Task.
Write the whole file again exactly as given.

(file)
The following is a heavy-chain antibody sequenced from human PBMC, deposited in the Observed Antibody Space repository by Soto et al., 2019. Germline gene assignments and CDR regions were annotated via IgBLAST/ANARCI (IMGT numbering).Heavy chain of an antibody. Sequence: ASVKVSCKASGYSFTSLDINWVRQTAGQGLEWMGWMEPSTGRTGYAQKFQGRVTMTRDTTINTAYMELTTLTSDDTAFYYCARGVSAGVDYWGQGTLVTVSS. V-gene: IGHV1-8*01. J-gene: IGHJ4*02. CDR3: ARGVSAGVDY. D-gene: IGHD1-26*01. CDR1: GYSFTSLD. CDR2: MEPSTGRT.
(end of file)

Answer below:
The following is a heavy-chain antibody sequenced from human PBMC, deposited in the Observed Antibody Space repository by Soto et al., 2019. Germline gene assignments and CDR regions were annotated via IgBLAST/ANARCI (IMGT numbering).Heavy chain of an antibody. Sequence: ASVKVSCKASGYSFTSLDINWVRQTAGQGLEWMGWMEPSTGRTGYAQKFQGRVTMTRDTTINTAYMELTTLTSDDTAFYYCARGVSAGVDYWGQGTLVTVSS. V-gene: IGHV1-8*01. J-gene: IGHJ4*02. CDR3: ARGVSAGVDY. D-gene: IGHD1-26*01. CDR1: GYSFTSLD. CDR2: MEPSTGRT.